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FAYSSAL MEKDAD (Syria) noted that civilians constituted the majority of victims of armed conflicts, which generated massive flows of refugees and IDPs.  An estimated 50 million people worldwide had been displaced by conflict. Among those displaced, a large number of Palestinian civilians had been displaced by the actions of the Government of Israel, which had acted outside the provision of international humanitarian law.  In that regard, it must be recalled that combating terrorism did not justify the non-respect for international humanitarian law and that the root causes of conflict must be dealt with in a comprehensive manner.  The current situation in the Middle East constituted a glaring example of the suffering of Palestinian and other civilians.  Thus, the report’s attention to the issue of restricted humanitarian assistance due to the construction of the separation wall was welcomed.

Civilians everywhere must be protected from crimes committed against them, he added.  The Security Council had recognized that need and adopted a recent resolution condemning Israeli practices and calling for cessation of housing seizures for the wall’s construction, as well as of extrajudicial killings.  Syria also wished to draw attention to the suffering of civilians on the African continent, and to welcome the progress in protection that had been witnessed.  Also welcoming the ten-point programme, to which the Under-Secretary-General had drawn attention, he said that programme should receive meticulous discussion and be followed up by practical implementation, to allow the international community to emphasize norms of international law in the protection of civilians in armed conflict.  Syria attached great importance to the issue of access to vulnerable groups in conflict zones and hoped that the United Nations would promulgate legal measures to ensure such access.

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AHMED ABDOUL GHEIT (Egypt) ...

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In regard to the situation in the occupied Palestinian territories, he noted that 3.5 million people were almost daily subjected to military actions targeting civilians and denied essential humanitarian assistance.  The needs of the civilian population had only become more acute with the construction of the separation wall.  It must be admitted that, despite the United Nations’ past success in intervening effectively to protect civilians, the daily life of the Palestinian people stood as a glaring example of the international community’s incompetence and inability to provide protection for civilians under military occupation.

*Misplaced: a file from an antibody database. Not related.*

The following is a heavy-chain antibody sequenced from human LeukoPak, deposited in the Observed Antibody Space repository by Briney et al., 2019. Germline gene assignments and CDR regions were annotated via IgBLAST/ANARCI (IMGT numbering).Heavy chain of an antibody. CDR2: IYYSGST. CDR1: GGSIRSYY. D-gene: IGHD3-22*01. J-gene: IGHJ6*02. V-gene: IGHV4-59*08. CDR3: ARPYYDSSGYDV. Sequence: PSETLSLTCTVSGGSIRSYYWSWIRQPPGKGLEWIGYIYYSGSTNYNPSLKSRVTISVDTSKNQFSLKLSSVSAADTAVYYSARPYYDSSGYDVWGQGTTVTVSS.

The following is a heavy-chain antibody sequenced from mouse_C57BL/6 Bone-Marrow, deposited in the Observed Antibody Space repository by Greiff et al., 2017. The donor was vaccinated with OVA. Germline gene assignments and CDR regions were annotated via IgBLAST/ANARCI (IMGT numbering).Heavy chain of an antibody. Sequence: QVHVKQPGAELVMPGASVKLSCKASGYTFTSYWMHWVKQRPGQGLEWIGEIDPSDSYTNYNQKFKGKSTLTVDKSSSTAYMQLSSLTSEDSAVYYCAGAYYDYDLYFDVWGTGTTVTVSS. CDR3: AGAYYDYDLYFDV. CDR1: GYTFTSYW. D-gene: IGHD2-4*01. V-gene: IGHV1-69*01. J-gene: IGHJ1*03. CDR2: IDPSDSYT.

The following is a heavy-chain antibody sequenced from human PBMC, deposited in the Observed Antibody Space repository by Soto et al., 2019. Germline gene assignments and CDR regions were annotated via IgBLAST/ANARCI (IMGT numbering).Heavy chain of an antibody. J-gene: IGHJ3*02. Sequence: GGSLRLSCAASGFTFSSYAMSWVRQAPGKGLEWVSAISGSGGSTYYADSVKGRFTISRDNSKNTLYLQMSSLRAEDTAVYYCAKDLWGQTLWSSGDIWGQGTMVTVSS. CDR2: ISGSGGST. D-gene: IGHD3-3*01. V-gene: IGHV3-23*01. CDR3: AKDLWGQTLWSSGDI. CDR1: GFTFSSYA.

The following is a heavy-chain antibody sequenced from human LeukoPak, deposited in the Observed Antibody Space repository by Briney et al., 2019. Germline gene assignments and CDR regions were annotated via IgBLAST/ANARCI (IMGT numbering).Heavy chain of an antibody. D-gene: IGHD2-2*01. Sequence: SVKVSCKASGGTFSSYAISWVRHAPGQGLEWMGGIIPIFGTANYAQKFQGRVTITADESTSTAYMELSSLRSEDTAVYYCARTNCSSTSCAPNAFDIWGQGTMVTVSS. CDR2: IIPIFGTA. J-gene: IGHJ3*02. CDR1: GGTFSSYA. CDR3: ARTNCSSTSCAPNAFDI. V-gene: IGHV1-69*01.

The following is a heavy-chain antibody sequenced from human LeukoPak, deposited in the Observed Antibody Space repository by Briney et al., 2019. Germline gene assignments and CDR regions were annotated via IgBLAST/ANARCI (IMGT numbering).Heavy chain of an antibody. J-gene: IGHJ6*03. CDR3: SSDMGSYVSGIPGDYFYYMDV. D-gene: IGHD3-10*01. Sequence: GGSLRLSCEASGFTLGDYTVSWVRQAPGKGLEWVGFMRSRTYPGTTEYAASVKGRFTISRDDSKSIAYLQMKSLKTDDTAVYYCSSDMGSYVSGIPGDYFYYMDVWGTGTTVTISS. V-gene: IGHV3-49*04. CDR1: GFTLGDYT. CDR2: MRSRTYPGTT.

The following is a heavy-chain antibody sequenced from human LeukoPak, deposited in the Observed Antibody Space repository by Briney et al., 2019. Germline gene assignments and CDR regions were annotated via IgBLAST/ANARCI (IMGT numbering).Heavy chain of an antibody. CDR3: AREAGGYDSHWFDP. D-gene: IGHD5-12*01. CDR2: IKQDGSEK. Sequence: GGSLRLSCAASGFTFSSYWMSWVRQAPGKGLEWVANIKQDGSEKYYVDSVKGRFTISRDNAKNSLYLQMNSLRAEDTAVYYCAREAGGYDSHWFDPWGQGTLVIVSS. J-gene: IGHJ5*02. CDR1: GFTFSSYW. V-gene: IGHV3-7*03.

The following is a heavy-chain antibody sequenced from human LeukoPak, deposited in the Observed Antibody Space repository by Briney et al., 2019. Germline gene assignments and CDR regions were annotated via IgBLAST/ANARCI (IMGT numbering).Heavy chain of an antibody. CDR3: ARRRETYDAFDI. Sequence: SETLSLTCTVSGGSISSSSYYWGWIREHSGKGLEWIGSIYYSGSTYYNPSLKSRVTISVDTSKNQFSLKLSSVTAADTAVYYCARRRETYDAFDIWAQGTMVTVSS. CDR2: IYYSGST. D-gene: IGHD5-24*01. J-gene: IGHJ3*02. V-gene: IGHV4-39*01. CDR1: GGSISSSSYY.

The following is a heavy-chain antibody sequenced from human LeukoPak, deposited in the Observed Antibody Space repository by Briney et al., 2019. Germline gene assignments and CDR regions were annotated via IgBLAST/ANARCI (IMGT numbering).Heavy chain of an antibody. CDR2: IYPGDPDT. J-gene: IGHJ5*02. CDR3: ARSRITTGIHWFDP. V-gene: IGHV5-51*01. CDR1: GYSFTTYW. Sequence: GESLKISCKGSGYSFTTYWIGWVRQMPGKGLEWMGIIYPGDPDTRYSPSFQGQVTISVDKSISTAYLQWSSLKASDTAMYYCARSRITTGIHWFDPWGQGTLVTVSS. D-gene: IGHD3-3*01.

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RASTAM MOHD ISA (Malaysia) noted that, in Iraq, increasingly serious threats to security and continued fighting had resulted in more civilian deaths and injuries, while civilian detainees had been subjected to torture and other serious violations of international human rights and humanitarian law.  And in the occupied Palestinian territory, escalating violence and military attacks, as well as blatant disregard for international law by Israel, had caused civilian death and suffering.  In such conflicts, women, children, the aged and infirmed continued to constitute 90 per cent of conflict casualties.

The protection of civilians in armed conflict must be all encompassing, he said.  Affected civilians should not only be assured of their physical security, but also provided with legal protection under international law.  The perpetrators of war crimes and crimes against humanity must be held accountable for their actions and face the full penalty of law.  The international community must collectively demonstrate its resolve to punish those responsible.

Also expressing concern over the continued obstruction of humanitarian access to those in need in conflict situations, he urged the Security Council to take effective measures to protect the Palestinian civilians who had long suffered under brutal Israeli occupation.  The protection of civilians in armed conflicts required a comprehensive approach, including through regional organizations.  There must be coordinated and concerted efforts on the part of all, including the parties to the conflict, peacekeepers and United Nations humanitarian workers and other international relief personnel.

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In closing remarks, Mr. EGELAND ...

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In regard of the situation in the occupied Palestinian territory, he acknowledged that violence had been perpetrated against them and that the constraints posed by the separation barrier were of grave humanitarian concern.  Moreover, the recent attacks in the Rafah camp had shocked the entire international community.  International humanitarian law obviously applied in the occupied Palestinian territory and he was, thus, grateful to Pakistan for recalling that the Secretary-General had noted in his report that compliance with all aspects of international human rights and humanitarian law was necessary in all conflicts.